“Germany and South Korea are the countries with the strongest international connections. Employment here in Germany is more dependent on accessible markets than our neighbors’ employment is. That is why we need free trade agreements, and that is why we need the TTIP. We must grasp this geopolitical opportunity and exploit it,” Wissmann said.
He defended Germany’s export strength – that has drawn criticism from Brussels: “You’d think that Germany’s success would be a role-model for other countries – including those within the European Union. Instead, this success is repeatedly turned against us, and we are accused of ‘having an export surplus.’ The European Commission is again calling on Germany to take ‘decisive political measures’ to reduce the export surplus. France, by contrast, is given an extended deadline for getting its annual budget deficit back in order. It’s almost impossible to explain that to ordinary citizens.”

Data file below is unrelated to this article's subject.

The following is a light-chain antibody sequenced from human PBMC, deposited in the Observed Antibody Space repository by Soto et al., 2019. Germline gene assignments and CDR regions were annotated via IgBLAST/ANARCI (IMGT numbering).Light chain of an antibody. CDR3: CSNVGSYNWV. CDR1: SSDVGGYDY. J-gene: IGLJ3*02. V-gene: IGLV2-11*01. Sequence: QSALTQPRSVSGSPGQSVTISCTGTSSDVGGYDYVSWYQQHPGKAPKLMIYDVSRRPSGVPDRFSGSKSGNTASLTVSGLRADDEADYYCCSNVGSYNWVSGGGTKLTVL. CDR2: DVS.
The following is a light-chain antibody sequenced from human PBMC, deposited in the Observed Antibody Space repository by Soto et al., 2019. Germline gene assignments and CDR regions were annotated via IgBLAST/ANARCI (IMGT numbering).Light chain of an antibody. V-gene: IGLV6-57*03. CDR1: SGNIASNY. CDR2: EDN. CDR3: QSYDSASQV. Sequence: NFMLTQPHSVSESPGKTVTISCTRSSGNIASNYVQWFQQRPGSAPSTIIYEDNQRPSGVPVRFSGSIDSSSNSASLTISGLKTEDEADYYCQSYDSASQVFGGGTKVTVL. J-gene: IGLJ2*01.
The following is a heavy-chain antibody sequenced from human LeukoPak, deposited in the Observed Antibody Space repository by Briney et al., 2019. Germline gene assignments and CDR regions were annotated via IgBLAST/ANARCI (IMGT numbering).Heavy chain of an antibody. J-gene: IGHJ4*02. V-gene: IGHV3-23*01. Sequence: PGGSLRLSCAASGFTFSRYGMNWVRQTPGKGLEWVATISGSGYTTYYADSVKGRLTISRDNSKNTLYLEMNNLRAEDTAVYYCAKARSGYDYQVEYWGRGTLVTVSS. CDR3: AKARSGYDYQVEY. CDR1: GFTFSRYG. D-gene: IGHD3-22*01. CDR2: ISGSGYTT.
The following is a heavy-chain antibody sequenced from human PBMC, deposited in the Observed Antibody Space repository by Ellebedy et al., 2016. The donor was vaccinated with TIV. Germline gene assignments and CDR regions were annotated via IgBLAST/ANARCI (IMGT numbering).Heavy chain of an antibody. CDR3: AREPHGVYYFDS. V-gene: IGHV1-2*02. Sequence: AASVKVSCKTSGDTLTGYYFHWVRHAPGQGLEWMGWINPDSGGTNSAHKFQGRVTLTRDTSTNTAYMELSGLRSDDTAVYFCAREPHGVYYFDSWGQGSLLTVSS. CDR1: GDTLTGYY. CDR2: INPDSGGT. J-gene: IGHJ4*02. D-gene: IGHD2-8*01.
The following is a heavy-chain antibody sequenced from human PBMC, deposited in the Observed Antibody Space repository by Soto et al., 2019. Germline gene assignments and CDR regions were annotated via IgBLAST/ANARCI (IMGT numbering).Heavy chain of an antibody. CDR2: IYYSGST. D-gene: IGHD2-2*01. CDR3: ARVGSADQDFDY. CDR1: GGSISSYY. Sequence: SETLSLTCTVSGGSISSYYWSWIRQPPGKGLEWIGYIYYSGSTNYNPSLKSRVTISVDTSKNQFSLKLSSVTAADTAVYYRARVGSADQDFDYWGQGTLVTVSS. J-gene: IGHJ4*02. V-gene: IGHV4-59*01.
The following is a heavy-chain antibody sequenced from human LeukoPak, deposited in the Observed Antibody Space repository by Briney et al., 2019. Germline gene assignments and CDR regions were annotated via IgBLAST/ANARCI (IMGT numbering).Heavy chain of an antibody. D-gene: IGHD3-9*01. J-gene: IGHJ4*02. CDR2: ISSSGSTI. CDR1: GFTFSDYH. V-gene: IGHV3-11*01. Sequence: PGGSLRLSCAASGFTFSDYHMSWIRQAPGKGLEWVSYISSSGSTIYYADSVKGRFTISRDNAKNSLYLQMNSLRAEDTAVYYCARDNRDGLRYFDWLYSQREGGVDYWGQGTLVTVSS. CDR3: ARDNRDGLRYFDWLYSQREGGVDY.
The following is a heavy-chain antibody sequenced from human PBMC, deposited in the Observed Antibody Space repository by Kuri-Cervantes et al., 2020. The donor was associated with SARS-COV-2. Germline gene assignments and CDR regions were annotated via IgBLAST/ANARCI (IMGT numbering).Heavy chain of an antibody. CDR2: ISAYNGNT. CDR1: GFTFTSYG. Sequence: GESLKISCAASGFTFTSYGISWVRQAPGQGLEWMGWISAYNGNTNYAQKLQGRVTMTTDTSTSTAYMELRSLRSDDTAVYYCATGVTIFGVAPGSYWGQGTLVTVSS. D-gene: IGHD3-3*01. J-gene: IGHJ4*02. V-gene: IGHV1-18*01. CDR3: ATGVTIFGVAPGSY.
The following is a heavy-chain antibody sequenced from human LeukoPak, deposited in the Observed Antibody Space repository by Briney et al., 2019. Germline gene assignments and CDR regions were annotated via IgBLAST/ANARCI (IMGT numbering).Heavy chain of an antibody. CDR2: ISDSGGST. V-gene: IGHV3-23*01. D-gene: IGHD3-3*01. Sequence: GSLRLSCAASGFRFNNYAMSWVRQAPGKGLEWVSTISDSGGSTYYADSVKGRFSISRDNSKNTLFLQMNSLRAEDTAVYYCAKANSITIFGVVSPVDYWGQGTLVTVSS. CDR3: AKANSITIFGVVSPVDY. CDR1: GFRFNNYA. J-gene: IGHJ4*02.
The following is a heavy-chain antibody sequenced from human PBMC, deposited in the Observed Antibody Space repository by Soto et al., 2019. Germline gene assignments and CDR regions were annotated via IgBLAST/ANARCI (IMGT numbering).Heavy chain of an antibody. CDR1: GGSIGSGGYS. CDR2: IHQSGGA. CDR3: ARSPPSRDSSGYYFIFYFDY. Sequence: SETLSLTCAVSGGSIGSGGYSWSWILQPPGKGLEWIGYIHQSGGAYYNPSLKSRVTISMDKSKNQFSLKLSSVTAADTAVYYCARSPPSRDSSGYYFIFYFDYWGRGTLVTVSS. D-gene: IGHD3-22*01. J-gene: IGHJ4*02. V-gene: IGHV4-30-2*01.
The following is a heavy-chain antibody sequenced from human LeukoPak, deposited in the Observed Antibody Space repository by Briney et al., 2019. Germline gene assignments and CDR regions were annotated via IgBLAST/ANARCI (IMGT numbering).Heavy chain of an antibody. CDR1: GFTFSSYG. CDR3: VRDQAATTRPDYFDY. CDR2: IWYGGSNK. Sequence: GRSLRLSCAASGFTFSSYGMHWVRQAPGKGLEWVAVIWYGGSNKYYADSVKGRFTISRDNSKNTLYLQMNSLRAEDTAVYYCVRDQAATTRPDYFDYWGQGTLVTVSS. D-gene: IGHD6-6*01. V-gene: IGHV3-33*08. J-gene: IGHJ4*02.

The allegation that Germany’s supposed “savings policy” was exacerbating the crisis in the euro zone was untenable, Wissmann stressed. Not only had exports gone up, but imports into Germany had also increased. “Above all, the data confirm that our European neighbors share in Germany’s export success. Their proportion of German imports has continued to expand. In the automotive industry French and Italian suppliers, for instance, enjoy an immediate benefit – because the firms have long been inseparably linked within the network of international value creation. Valeo, Michelin and Brembo are just some of the best known examples. And a study by the Cologne Institute for Economic Research shows that if German exports rise by ten percent, upstream imports from EU partner countries increase by nine percent. So exports and imports depend on each other, Wissmann pointed out, adding: “With its strong industrial base, Germany cannot be held responsible for undesirable economic developments in the euro zone, but in fact it is the powerhouse driving the European economy.” The smoldering euro crisis could only be brought under control, he said, if the crisis countries improved their own competitiveness.